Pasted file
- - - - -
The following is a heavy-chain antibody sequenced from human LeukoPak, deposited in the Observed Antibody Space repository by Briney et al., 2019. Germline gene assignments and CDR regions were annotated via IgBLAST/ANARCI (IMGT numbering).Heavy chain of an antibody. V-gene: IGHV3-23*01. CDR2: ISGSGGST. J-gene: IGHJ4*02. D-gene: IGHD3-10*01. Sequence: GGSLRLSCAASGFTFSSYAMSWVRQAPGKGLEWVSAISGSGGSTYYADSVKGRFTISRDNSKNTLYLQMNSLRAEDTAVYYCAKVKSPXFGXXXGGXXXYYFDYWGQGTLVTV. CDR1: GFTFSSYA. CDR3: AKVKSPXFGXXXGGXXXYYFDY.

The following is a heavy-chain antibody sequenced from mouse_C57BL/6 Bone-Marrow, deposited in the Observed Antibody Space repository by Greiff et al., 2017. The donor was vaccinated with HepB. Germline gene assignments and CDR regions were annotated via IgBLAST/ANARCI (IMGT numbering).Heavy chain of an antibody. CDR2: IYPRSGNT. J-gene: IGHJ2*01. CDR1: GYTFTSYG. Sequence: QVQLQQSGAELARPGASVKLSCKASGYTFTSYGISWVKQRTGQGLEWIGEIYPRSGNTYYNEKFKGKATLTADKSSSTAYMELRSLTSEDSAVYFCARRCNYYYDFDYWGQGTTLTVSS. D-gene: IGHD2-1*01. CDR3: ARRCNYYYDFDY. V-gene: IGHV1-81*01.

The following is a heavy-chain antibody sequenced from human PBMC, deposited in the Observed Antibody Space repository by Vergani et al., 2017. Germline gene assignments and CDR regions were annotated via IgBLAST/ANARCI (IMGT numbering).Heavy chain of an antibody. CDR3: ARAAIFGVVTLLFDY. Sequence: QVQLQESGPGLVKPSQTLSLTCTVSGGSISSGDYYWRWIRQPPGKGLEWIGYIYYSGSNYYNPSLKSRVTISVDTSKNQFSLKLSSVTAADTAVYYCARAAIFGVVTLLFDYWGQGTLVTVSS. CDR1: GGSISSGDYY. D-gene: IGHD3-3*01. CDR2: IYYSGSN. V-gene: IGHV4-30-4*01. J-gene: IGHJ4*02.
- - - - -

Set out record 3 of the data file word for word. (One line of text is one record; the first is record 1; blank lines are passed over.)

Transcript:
The following is a heavy-chain antibody sequenced from human PBMC, deposited in the Observed Antibody Space repository by Vergani et al., 2017. Germline gene assignments and CDR regions were annotated via IgBLAST/ANARCI (IMGT numbering).Heavy chain of an antibody. CDR3: ARAAIFGVVTLLFDY. Sequence: QVQLQESGPGLVKPSQTLSLTCTVSGGSISSGDYYWRWIRQPPGKGLEWIGYIYYSGSNYYNPSLKSRVTISVDTSKNQFSLKLSSVTAADTAVYYCARAAIFGVVTLLFDYWGQGTLVTVSS. CDR1: GGSISSGDYY. D-gene: IGHD3-3*01. CDR2: IYYSGSN. V-gene: IGHV4-30-4*01. J-gene: IGHJ4*02.